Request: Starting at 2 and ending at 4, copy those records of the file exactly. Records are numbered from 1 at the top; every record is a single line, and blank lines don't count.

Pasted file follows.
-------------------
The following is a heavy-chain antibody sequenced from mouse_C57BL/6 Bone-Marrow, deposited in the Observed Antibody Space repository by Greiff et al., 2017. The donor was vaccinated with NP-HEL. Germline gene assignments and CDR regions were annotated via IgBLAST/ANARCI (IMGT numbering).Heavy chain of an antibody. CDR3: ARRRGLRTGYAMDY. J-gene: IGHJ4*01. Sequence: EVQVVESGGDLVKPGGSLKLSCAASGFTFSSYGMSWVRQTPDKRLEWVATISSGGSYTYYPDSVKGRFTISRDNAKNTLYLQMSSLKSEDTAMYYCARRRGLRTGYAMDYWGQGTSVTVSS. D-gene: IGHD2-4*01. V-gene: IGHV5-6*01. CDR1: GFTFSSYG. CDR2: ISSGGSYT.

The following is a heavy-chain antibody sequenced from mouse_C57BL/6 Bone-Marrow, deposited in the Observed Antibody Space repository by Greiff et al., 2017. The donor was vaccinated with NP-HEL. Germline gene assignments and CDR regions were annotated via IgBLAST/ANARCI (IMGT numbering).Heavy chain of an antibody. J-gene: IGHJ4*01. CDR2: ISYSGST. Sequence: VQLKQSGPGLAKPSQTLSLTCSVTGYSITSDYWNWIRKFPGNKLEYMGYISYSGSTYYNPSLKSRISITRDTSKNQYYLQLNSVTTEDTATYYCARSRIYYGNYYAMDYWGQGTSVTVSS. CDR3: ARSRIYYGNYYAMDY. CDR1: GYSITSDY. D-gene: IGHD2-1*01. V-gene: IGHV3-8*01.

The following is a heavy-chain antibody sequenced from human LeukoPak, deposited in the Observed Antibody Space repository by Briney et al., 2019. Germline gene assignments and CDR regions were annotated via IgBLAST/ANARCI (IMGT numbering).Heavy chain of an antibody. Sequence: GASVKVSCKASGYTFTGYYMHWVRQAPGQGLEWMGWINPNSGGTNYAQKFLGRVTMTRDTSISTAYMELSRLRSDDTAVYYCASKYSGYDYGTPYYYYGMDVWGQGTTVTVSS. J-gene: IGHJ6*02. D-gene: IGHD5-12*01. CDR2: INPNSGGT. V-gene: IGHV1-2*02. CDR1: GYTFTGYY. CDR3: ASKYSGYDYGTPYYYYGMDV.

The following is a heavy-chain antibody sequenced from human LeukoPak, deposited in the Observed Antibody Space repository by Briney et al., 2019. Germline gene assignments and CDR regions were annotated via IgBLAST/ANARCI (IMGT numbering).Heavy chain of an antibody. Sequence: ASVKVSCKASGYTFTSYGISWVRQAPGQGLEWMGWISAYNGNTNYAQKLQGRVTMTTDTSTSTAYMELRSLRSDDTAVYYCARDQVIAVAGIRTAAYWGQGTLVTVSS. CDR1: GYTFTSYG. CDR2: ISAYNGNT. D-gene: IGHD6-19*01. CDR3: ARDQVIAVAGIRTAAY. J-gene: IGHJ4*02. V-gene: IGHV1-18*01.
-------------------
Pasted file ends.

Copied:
The following is a heavy-chain antibody sequenced from mouse_C57BL/6 Bone-Marrow, deposited in the Observed Antibody Space repository by Greiff et al., 2017. The donor was vaccinated with NP-HEL. Germline gene assignments and CDR regions were annotated via IgBLAST/ANARCI (IMGT numbering).Heavy chain of an antibody. J-gene: IGHJ4*01. CDR2: ISYSGST. Sequence: VQLKQSGPGLAKPSQTLSLTCSVTGYSITSDYWNWIRKFPGNKLEYMGYISYSGSTYYNPSLKSRISITRDTSKNQYYLQLNSVTTEDTATYYCARSRIYYGNYYAMDYWGQGTSVTVSS. CDR3: ARSRIYYGNYYAMDY. CDR1: GYSITSDY. D-gene: IGHD2-1*01. V-gene: IGHV3-8*01.

The following is a heavy-chain antibody sequenced from human LeukoPak, deposited in the Observed Antibody Space repository by Briney et al., 2019. Germline gene assignments and CDR regions were annotated via IgBLAST/ANARCI (IMGT numbering).Heavy chain of an antibody. Sequence: GASVKVSCKASGYTFTGYYMHWVRQAPGQGLEWMGWINPNSGGTNYAQKFLGRVTMTRDTSISTAYMELSRLRSDDTAVYYCASKYSGYDYGTPYYYYGMDVWGQGTTVTVSS. J-gene: IGHJ6*02. D-gene: IGHD5-12*01. CDR2: INPNSGGT. V-gene: IGHV1-2*02. CDR1: GYTFTGYY. CDR3: ASKYSGYDYGTPYYYYGMDV.

The following is a heavy-chain antibody sequenced from human LeukoPak, deposited in the Observed Antibody Space repository by Briney et al., 2019. Germline gene assignments and CDR regions were annotated via IgBLAST/ANARCI (IMGT numbering).Heavy chain of an antibody. Sequence: ASVKVSCKASGYTFTSYGISWVRQAPGQGLEWMGWISAYNGNTNYAQKLQGRVTMTTDTSTSTAYMELRSLRSDDTAVYYCARDQVIAVAGIRTAAYWGQGTLVTVSS. CDR1: GYTFTSYG. CDR2: ISAYNGNT. D-gene: IGHD6-19*01. CDR3: ARDQVIAVAGIRTAAY. J-gene: IGHJ4*02. V-gene: IGHV1-18*01.